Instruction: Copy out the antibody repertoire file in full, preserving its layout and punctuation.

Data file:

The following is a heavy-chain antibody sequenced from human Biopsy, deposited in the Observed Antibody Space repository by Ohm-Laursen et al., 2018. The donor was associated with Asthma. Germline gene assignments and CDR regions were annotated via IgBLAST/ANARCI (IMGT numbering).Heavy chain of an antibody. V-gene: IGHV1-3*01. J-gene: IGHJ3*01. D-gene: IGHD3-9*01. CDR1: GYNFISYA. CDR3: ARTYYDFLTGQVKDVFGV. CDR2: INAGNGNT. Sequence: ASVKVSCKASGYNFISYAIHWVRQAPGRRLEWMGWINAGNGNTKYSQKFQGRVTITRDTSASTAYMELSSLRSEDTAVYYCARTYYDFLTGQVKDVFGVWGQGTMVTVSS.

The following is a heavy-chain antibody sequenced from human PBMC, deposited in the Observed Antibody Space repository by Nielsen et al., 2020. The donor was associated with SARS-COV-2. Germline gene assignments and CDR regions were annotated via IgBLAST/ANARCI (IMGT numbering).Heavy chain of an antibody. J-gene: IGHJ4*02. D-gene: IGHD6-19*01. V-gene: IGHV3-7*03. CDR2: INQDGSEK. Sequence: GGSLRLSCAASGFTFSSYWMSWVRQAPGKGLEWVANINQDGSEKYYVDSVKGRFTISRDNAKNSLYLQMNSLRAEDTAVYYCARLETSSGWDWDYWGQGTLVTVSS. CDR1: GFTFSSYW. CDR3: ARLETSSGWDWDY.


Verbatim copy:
The following is a heavy-chain antibody sequenced from human Biopsy, deposited in the Observed Antibody Space repository by Ohm-Laursen et al., 2018. The donor was associated with Asthma. Germline gene assignments and CDR regions were annotated via IgBLAST/ANARCI (IMGT numbering).Heavy chain of an antibody. V-gene: IGHV1-3*01. J-gene: IGHJ3*01. D-gene: IGHD3-9*01. CDR1: GYNFISYA. CDR3: ARTYYDFLTGQVKDVFGV. CDR2: INAGNGNT. Sequence: ASVKVSCKASGYNFISYAIHWVRQAPGRRLEWMGWINAGNGNTKYSQKFQGRVTITRDTSASTAYMELSSLRSEDTAVYYCARTYYDFLTGQVKDVFGVWGQGTMVTVSS.

The following is a heavy-chain antibody sequenced from human PBMC, deposited in the Observed Antibody Space repository by Nielsen et al., 2020. The donor was associated with SARS-COV-2. Germline gene assignments and CDR regions were annotated via IgBLAST/ANARCI (IMGT numbering).Heavy chain of an antibody. J-gene: IGHJ4*02. D-gene: IGHD6-19*01. V-gene: IGHV3-7*03. CDR2: INQDGSEK. Sequence: GGSLRLSCAASGFTFSSYWMSWVRQAPGKGLEWVANINQDGSEKYYVDSVKGRFTISRDNAKNSLYLQMNSLRAEDTAVYYCARLETSSGWDWDYWGQGTLVTVSS. CDR1: GFTFSSYW. CDR3: ARLETSSGWDWDY.